All of this talk in the Blogosphere about Cindy Sheehan, mourning mothers and activism has got me thinking a lot about what makes women feminist activists.
Sheehan's protest has been so effective, in part, because she is a mother. A mourning mother, who has lost a son to war, is and has been a common form of protest in this country. Julia Ward Howe (a Unitarian Universalist, I might add) wrote the Mother's Day Proclamation to protest the carnage of war and stand behind the mother's who lost sons. Our current "mother's day" has virtually no relationship to Howe's call for an "international mother's day for peace," for which she wrote this proclamation:
I read Amanda Marcotte's report from Camp Casey and was particularly interested in her description of the women who have gathered as PTA-like mothers: floppy hats, comfortable shoes, and great organizational powers. Marcotte notes how silly the counter-protestors, wearing lots of leather, waving flags and riding motorcycles, look in comparison to these PTA-like mothers.
What makes anyone, not just a mother, an activist?
While the mourning mother is a powerful symbol, I am a bit saddened that this same powerful symbol is not automatically associated with women who have become feminists.
Choosing to be a feminist and then proclaiming yourself a feminist unfortunately says to most others that you are a man-hating, uptight, lesbian bitch. (Or see my post on Robertson below). And yet, anyone remotely familiar with feminism knows how utterly ridiculous that caricature is.
Last night, I was sitting in a room with 6 feminists (2 men, 2 mothers, 2 college professors, and 2 women who work in social services). We were discussing our position on John Roberts and the SCOTUS in general. What really struck me in this conversation, however, was how amazing these people in the room are and what drives them toward activism.
One mother works at a Community College and interacts with many women who are trying to leave abusive relationships and earn a profession that will enable her to support, on their salary alone, her children. The obstacles that single mothers face enrolling in college are unbelieveable. And, my friend does this work, while sharing the work with her husband of raising her three children, one of which is autistic. When I looked at her last night, I just wanted to hug her. She was so tired and drained and felt as if she wasn't doing enough for NOW. And, yet, she is doing amazing work and I don't know how she does it, given what her days are like.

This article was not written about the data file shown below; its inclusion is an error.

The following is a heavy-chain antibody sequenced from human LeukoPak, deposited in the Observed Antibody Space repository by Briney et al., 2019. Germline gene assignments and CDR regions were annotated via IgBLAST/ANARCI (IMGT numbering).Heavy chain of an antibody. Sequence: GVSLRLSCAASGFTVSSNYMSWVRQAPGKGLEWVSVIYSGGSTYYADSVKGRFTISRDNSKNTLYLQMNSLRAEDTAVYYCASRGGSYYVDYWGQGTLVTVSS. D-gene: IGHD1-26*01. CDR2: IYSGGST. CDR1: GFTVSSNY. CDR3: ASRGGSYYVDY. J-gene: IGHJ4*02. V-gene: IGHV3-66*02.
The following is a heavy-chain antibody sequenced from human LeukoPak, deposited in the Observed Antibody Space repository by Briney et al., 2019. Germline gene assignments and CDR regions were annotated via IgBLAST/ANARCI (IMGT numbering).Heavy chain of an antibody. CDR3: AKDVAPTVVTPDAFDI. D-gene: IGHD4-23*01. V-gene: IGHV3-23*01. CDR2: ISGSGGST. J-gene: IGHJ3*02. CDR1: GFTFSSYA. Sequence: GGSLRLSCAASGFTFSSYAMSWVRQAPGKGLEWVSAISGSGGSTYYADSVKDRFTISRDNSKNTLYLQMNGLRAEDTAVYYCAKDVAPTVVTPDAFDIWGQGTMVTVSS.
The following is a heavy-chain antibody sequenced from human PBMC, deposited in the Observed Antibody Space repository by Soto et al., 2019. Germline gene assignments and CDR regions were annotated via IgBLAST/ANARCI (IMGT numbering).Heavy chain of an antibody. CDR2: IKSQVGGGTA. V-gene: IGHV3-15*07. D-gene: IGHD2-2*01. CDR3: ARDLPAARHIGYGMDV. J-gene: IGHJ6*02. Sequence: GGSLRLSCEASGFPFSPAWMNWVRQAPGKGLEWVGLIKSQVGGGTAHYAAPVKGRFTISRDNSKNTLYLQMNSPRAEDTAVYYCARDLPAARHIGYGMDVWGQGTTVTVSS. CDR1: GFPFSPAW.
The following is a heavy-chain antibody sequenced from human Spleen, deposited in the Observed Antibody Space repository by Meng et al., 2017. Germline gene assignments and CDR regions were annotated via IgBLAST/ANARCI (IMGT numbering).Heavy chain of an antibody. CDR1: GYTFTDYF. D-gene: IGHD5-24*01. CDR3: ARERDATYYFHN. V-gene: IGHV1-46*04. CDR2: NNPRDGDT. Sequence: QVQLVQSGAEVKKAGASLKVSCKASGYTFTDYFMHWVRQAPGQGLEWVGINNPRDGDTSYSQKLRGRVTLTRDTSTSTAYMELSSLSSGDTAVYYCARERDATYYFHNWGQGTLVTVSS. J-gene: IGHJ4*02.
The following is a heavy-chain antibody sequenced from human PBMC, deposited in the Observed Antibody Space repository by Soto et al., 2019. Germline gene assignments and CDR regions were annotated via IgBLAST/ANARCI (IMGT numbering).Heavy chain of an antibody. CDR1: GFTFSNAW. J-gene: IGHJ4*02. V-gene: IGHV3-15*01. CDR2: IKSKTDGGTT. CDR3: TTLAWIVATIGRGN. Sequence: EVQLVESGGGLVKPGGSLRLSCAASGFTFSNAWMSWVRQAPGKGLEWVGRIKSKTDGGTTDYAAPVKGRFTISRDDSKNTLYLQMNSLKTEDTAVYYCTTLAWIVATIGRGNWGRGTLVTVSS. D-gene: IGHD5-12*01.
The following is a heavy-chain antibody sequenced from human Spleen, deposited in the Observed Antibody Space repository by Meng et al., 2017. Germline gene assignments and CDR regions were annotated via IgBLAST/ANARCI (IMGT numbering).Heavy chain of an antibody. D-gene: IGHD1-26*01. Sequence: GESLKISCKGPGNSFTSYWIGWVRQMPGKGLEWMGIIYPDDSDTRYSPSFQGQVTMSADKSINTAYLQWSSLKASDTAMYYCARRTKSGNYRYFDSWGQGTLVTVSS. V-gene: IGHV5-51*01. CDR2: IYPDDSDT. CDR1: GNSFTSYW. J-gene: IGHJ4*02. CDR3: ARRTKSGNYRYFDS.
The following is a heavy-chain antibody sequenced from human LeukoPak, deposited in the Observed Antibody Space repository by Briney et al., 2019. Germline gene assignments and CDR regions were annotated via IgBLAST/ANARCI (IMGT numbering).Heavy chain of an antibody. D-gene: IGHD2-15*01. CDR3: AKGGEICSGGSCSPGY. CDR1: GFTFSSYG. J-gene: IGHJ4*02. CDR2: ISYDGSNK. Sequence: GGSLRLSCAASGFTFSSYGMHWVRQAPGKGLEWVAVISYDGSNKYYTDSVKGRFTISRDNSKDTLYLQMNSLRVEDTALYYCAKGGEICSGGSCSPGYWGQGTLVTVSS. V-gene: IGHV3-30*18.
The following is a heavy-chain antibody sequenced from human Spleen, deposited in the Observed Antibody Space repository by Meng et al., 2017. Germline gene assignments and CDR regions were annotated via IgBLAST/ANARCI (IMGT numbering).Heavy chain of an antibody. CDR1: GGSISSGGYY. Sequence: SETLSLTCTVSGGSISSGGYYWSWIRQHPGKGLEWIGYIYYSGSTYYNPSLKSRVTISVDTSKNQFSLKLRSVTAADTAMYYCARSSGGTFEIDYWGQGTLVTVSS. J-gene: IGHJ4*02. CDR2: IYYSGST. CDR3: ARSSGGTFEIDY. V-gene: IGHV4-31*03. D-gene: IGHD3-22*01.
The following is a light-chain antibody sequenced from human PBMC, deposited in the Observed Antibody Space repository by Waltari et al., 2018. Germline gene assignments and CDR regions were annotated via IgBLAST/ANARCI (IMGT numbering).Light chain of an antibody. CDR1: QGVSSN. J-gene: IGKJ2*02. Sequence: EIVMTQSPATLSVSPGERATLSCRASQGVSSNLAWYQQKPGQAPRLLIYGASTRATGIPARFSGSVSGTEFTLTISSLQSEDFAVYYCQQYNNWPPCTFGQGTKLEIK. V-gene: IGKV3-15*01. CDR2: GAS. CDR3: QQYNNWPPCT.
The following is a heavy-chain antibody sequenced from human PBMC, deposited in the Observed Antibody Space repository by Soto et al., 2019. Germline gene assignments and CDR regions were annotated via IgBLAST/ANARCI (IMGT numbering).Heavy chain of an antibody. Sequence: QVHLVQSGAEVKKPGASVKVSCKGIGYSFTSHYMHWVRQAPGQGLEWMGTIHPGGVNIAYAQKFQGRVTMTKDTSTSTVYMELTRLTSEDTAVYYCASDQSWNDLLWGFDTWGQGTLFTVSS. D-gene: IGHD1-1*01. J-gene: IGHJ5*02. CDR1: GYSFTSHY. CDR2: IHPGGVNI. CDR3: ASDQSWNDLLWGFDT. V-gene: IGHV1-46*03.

Another young woman was visiting us from another town. She has been working in a women's shelter for 6 months, and has seen 150 women who are trying to flee abusive relationships. She deals with the unbelievable bureacracies to try and get these women transportation, child care and TANF. If a woman is finally ready to leave an abusive husband, but doesn't have housing, childcare or transportation to make it happen, she can't leave, unless she chooses to become homeless. Once she is homeless the "system" will help her. Then, of course, more problems ensue: judges don't like to give sole custody to one parent. So, when she has to hand the children over to her abuser, she is most vulnerable to murder.
These are just two of the women that I know and work with. Why are they feminists? Duh! But, what it really comes down to is a realization that dawns on many women that they are not enough in the circles of power that would change their lives materially. How difficult would it be to obtain affordable day care if your legislators were predominantly women with children (who have left abusive partners, who want to have a profession in addition to raising children, or who have lost a husband to, let's say, a war)? This realization is sparked by the real experiences they live through and see others live through, which catapults them into action. This is what activism is all about.
There are millions of heroes out there like Cindy Sheehan, struggling in your towns for justice. And yet, just as we watch the pundits try to destroy Sheehan's character, feminists are belittled and bullied every day.
For some time there has been a consideration of giving a new look to feminism, working on a PR campaign. Perhaps that is a good idea. But, no matter what we do, those who are in power and want to stay in power will find new threatening and dehumanizing images and language to mischaracterize us: just look at what they are doing to Cindy Sheehan.